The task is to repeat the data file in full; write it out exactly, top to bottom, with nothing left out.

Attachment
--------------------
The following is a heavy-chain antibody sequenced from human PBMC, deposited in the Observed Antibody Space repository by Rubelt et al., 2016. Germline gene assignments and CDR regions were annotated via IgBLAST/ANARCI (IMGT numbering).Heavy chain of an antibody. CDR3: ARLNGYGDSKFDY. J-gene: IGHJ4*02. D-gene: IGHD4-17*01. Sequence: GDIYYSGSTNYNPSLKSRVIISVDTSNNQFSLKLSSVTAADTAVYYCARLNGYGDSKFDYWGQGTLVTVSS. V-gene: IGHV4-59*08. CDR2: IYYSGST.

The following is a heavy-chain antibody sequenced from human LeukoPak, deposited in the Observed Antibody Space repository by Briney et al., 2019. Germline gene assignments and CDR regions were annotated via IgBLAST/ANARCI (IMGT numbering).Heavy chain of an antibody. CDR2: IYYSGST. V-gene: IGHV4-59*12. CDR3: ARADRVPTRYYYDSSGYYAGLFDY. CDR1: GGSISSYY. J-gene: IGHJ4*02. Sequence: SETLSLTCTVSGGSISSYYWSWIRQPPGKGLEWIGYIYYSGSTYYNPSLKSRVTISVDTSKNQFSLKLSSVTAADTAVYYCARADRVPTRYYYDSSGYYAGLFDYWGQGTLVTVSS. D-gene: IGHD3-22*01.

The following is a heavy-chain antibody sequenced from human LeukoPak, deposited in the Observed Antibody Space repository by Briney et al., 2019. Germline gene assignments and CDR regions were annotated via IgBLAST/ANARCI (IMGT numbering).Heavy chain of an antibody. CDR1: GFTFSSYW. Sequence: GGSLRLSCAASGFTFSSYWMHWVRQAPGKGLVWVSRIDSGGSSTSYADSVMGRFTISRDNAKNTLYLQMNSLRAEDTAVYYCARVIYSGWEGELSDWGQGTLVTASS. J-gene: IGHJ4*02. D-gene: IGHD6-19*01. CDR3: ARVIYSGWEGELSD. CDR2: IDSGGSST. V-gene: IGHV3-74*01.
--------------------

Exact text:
The following is a heavy-chain antibody sequenced from human PBMC, deposited in the Observed Antibody Space repository by Rubelt et al., 2016. Germline gene assignments and CDR regions were annotated via IgBLAST/ANARCI (IMGT numbering).Heavy chain of an antibody. CDR3: ARLNGYGDSKFDY. J-gene: IGHJ4*02. D-gene: IGHD4-17*01. Sequence: GDIYYSGSTNYNPSLKSRVIISVDTSNNQFSLKLSSVTAADTAVYYCARLNGYGDSKFDYWGQGTLVTVSS. V-gene: IGHV4-59*08. CDR2: IYYSGST.

The following is a heavy-chain antibody sequenced from human LeukoPak, deposited in the Observed Antibody Space repository by Briney et al., 2019. Germline gene assignments and CDR regions were annotated via IgBLAST/ANARCI (IMGT numbering).Heavy chain of an antibody. CDR2: IYYSGST. V-gene: IGHV4-59*12. CDR3: ARADRVPTRYYYDSSGYYAGLFDY. CDR1: GGSISSYY. J-gene: IGHJ4*02. Sequence: SETLSLTCTVSGGSISSYYWSWIRQPPGKGLEWIGYIYYSGSTYYNPSLKSRVTISVDTSKNQFSLKLSSVTAADTAVYYCARADRVPTRYYYDSSGYYAGLFDYWGQGTLVTVSS. D-gene: IGHD3-22*01.

The following is a heavy-chain antibody sequenced from human LeukoPak, deposited in the Observed Antibody Space repository by Briney et al., 2019. Germline gene assignments and CDR regions were annotated via IgBLAST/ANARCI (IMGT numbering).Heavy chain of an antibody. CDR1: GFTFSSYW. Sequence: GGSLRLSCAASGFTFSSYWMHWVRQAPGKGLVWVSRIDSGGSSTSYADSVMGRFTISRDNAKNTLYLQMNSLRAEDTAVYYCARVIYSGWEGELSDWGQGTLVTASS. J-gene: IGHJ4*02. D-gene: IGHD6-19*01. CDR3: ARVIYSGWEGELSD. CDR2: IDSGGSST. V-gene: IGHV3-74*01.